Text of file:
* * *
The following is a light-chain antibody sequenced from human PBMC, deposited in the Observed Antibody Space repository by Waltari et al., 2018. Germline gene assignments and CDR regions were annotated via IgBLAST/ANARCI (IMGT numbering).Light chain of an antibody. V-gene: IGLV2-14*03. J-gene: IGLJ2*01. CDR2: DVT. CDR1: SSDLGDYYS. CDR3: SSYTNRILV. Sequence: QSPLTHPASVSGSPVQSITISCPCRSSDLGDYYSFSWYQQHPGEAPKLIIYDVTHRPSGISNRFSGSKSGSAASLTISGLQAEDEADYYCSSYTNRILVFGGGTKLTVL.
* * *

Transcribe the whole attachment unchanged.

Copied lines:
The following is a light-chain antibody sequenced from human PBMC, deposited in the Observed Antibody Space repository by Waltari et al., 2018. Germline gene assignments and CDR regions were annotated via IgBLAST/ANARCI (IMGT numbering).Light chain of an antibody. V-gene: IGLV2-14*03. J-gene: IGLJ2*01. CDR2: DVT. CDR1: SSDLGDYYS. CDR3: SSYTNRILV. Sequence: QSPLTHPASVSGSPVQSITISCPCRSSDLGDYYSFSWYQQHPGEAPKLIIYDVTHRPSGISNRFSGSKSGSAASLTISGLQAEDEADYYCSSYTNRILVFGGGTKLTVL.